In the popular 1960s science fiction TV series Star Trek, set in the 23rd century, a handheld medical “tricorder” scans a person’s internal body organs for the presence of any infections, providing an instant diagnosis.
Fast forward to today and imagine a handheld device powered by batteries that can take a drop of blood, urine or sputum and tell a community health worker in a remote village whether a feverish child has malaria, dengue or a bacterial infection.
That is the kind of device, Peter Singer, professor of medicine at the University of Toronto and executive officer of Canadian government-funded non-profit Grand Challenges, says his organization, along with the Bill and Melinda Gates Foundation, is aiming to help scientists develop.
The two organizations have invested around US$32 million in the discovery and development of new and improved diagnostic tools to help health workers in developing countries, with the aim of speeding up treatment and saving lives.
“Diagnosis is the neglected cousin of prevention and treatment,” said Singer, explaining his interest in diagnostic tools. “More rapid diagnosis of malaria alone could prevent 100,000 deaths a year. We believe this and other life-saving opportunities are within our reach. We think we can have a device like the medical `tricorder’ in 6-7 years."
Grand Challenges is currently on the lookout for innovative diagnostic tools and processes covering the collection and preparation for analysis of biological samples, disease identification, technology to obtain and transmit data and receive results, and robust devices which work in the field where there is often no electricity or refrigeration.
Funding has been provided for the development of a handheld analyser which can detect not only whether a person has malaria but also the kind of parasite involved, and the proportion of red blood cells infected (indicating the severity of the infection).
Called a mini-PCR (Polymerase Chain Reaction), the device identifies malaria from its DNA fingerprint.
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The World Health Organization says this technique is more accurate than microscopy in detecting malaria, and Chandrasekhar Nair, director of Bigtec Labs in India which developed the mini-PCR analyser, said it does all the processing that a specialized laboratory would do at a fraction of the cost.
The machine can be operated by a community health worker, he said. A sample of blood is placed in a port on a microchip, which is inserted into the device. The microchip has a memory of the DNA of all the possible malaria pathogens. It compares the DNA fingerprint of the sample with those in its memory and displays the result on the screen.
If the diagnosis is “malaria”, the device indicates this on the screen along with a numerical ranking of its severity. Results can also be transmitted via a mobile phone attached to the device.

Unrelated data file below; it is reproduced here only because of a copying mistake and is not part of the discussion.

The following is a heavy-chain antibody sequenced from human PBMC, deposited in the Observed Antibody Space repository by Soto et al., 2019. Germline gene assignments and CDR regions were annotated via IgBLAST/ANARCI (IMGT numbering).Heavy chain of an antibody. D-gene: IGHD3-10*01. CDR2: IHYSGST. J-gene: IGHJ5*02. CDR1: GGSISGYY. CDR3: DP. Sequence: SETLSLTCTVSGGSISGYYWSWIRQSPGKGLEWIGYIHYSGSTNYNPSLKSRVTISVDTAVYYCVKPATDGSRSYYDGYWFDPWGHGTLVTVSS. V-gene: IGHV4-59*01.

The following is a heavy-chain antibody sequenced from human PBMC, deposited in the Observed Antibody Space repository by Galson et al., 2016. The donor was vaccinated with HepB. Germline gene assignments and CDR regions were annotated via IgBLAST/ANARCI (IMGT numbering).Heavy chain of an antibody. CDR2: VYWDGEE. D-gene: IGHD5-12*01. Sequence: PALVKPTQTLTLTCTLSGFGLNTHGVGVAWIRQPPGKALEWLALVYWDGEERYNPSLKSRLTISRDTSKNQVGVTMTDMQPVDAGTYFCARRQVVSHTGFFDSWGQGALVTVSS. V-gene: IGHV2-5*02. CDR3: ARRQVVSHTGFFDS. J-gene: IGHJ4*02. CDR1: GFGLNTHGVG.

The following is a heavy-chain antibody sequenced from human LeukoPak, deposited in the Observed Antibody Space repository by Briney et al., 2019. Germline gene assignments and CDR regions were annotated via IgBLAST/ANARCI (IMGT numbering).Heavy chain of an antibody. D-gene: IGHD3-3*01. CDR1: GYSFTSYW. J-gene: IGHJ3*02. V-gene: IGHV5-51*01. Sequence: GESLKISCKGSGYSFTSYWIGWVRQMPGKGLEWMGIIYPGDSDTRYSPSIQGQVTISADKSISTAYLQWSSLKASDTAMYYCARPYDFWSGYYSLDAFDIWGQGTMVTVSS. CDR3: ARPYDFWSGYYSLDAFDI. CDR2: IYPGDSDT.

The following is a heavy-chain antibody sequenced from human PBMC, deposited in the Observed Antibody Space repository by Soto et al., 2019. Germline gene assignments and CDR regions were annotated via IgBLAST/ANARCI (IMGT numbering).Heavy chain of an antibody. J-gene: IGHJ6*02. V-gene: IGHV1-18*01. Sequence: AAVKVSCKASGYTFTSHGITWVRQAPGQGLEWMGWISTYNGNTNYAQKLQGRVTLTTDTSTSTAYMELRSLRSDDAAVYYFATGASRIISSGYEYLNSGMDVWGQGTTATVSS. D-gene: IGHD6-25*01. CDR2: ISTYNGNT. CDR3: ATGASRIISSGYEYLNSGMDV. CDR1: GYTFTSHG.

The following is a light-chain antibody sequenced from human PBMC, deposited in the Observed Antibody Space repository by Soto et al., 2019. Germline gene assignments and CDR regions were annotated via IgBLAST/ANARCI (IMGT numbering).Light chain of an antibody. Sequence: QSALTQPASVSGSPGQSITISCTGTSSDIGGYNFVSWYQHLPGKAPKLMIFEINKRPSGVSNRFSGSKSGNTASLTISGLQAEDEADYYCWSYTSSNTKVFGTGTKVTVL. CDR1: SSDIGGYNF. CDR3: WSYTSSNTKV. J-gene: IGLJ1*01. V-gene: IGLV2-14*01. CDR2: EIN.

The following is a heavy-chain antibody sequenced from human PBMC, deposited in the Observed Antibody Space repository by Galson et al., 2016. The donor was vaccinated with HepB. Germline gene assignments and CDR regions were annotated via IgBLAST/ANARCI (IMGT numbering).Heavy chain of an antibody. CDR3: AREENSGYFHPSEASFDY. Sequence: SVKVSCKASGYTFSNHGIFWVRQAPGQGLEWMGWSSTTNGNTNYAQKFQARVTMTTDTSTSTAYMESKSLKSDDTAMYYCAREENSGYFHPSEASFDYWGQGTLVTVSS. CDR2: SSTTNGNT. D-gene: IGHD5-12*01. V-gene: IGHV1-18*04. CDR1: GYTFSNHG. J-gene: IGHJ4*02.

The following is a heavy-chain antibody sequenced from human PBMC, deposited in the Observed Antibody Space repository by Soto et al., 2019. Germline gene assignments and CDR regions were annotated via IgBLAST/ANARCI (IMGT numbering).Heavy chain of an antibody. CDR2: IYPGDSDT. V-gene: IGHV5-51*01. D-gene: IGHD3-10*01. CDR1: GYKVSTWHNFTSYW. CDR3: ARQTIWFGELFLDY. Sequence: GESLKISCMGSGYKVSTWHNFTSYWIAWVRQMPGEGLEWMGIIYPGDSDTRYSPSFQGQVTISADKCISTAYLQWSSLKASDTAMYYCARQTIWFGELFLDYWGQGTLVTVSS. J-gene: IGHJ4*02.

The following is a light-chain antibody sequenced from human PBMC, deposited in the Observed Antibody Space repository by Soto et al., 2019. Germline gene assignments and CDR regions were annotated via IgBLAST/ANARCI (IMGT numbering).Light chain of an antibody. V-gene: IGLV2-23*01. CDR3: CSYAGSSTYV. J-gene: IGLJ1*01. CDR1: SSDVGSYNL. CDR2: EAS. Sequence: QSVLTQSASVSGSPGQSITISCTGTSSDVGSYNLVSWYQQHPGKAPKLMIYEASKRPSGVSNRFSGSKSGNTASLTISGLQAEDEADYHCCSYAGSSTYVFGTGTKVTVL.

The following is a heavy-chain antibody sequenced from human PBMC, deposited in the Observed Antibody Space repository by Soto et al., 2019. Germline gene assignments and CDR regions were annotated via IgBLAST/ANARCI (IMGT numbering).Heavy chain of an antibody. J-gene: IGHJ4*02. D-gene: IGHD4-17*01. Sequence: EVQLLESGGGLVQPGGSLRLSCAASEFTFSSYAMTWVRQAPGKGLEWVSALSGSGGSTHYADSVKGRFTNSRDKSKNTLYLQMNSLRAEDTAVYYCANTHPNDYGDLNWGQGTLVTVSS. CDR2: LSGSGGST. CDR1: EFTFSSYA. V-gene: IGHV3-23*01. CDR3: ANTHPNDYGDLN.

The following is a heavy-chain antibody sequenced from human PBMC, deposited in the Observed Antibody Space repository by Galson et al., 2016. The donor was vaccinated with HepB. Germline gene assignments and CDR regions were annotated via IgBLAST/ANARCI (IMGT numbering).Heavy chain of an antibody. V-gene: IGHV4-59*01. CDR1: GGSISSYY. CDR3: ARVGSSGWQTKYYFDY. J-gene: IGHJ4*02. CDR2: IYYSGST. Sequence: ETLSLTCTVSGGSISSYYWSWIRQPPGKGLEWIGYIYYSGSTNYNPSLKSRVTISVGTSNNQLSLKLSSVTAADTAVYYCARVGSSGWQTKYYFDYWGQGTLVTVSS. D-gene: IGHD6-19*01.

The entire process takes little more than an hour, said Nair, adding that tests showed the machine was as accurate as a commercial bench-top PCR system used in laboratories.
Although malaria can be detected in 15 minutes by the Rapid Diagnostic Test (RDT), it only picks up whether a person is infected with plasmodium falciparum (fatal malaria) or one of the other three species of human malaria.
The Centers for Disease Control and Prevention points out that the RDT does not eliminate the need for malaria microscopy. “The RDT may not be able to detect some infections with lower numbers of malaria parasites circulating in the patient’s bloodstream. Also, there is insufficient data available to determine the ability of this test to detect the two less common species of malaria, P. ovale and P. malariae. Therefore, all negative RDTs must be followed by microscopy to confirm the result.”
Bigtec’s Nair said they were also developing disease-specific microchips for dengue and chikungunya, typhoid, H1N1 and hepatitis B.
Bigtec is using the grant money to develop a sophisticated filter to concentrate pathogen DNA from samples of blood, sputum, urine, or nasal and throat swabs. Once concentrated, the DNA can be processed and illnesses identified by the mini-PCR.
A cloth which detects disease
Other innovative tools have also won grants. One example is a piece of woven fabric which can test blood or urine for disease: Different varieties of silk yarn are coated with antibodies or other chemicals before being woven into a multi-zone fabric in one simple step. The fabric is then cut into thin strips for individual tests, analogous to home pregnancy tests, explained Dhananjaya Dendukuri from Achira Labs in India, who developed the concept with Nandini Dendukuri from McGill University in Montreal.
As the sample becomes wet it changes colour providing a visual readout.
Dendukuri said the cost of using the silk cloth or Fabchip will be comparable to that of wooden sticks used to detect diabetes from urine samples. A number of tests can be conducted on a single piece of cloth.
Scientists working on the Fabchip have yet to conduct field trials.
"We hope these innovative ideas lead to technologies that allow patients to get the right treatment, quickly speeding recovery, limiting the spread of disease, and helping them to lead healthy, productive lives," said Chris Wilson, director of Global Health Discovery at the Bill & Melinda Gates Foundation, adding: "Safe, effective methods of diagnosing illness at the point of care are vital to improving health in developing countries."